- Workplace Equality and Economic Empowerment
- Sex-Based Classification
- Joined Amicus Brief
Determined whether Wal-Mart's female employees should be treated as a nationwide class in a Title VII suit against their employer.
Summary of the Case
Wal-Mart v. Dukes consists of claims brought by three female Wal-Mart employees, on behalf of themselves and a nationwide class of 1.5 million female employees, alleging Wal-Mart violated Title VII, the federal law that prohibits employment discrimination based on sex. The plaintiffs also claim that local hiring managers’ discretion has had an unequal impact on female employees and that Wal-Mart’s company-wide policy leads to disparate treatment of women.
The federal district court in 2004 ruled in favor of plaintiffs’ request that the case be certified as a class action on behalf of the hundreds of thousands of similarly situated women who are or have been employed by Wal-Mart. In April 2010, the Ninth Circuit Court of Appeals upheld class certification. Wal-Mart decided to take the issue to the Supreme Court.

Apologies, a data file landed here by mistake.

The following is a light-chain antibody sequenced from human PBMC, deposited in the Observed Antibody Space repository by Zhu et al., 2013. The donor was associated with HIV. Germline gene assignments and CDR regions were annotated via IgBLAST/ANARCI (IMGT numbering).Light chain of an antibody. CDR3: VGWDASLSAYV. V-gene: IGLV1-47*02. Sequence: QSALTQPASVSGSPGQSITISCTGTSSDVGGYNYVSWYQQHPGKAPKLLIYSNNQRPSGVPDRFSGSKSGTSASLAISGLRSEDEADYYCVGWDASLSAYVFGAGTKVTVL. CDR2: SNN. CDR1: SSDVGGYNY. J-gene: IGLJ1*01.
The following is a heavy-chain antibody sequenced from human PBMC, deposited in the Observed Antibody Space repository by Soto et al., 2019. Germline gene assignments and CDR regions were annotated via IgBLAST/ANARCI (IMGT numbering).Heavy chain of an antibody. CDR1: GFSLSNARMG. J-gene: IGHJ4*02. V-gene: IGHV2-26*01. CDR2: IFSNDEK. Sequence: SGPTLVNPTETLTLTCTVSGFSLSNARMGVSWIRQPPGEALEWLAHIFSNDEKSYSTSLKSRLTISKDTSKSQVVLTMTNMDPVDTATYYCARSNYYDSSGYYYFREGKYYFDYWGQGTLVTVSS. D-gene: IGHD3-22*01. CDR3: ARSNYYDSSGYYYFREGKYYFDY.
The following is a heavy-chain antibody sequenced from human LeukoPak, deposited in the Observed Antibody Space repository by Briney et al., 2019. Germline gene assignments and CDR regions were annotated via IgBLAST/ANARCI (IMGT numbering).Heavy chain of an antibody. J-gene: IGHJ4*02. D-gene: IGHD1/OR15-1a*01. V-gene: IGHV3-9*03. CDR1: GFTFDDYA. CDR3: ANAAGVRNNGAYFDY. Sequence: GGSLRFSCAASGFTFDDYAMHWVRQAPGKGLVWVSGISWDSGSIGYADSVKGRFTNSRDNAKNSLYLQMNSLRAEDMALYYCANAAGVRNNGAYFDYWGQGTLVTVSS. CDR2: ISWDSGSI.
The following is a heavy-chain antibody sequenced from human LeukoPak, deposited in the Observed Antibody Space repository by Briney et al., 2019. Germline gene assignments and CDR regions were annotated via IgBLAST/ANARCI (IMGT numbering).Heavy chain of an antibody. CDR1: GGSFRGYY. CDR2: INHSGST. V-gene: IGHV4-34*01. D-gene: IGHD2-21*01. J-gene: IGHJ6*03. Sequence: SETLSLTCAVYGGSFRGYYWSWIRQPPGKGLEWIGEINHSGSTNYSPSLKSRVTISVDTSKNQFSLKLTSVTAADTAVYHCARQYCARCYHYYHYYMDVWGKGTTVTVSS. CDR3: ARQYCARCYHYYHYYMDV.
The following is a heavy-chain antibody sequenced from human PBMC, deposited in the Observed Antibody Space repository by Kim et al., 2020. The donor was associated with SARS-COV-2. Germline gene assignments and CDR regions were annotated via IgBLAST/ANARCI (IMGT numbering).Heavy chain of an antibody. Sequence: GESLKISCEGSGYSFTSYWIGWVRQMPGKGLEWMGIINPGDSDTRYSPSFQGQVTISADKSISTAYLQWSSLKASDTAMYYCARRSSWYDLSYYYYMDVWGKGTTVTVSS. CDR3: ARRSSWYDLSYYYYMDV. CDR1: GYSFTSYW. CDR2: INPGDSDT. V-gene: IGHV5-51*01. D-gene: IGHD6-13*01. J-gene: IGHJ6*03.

Our Role in the Case
Legal Momentum signed onto this amicus curiae brief to the Supreme Court in March 2011. Legal Momentum supported Wal-Mart's female employees, who argue that they should be certified as a class in their Title VII suit against the company.
In a 5-4 decision, the Supreme Court recently ruled that Wal-Mart’s female employees cannot sue their employer for pay discrimination as a nationwide class. Justice Ruth Bader Ginsburg, joined by Justices Breyer, Kagan, and Sotomayor, dissented, in part.
The women of Wal-Mart demonstrated staggering pay and promotion disparities between male and female workers. In her dissent, Justice Ruth Bader Ginsburg noted that while women constitute 70 percent of Wal-Mart’s hourly workforce, they fill only 33 percent of management positions and female employees are paid less than men in every region. “The salary gap widens over time even for men and women hired into the same jobs at the same time,” she wrote.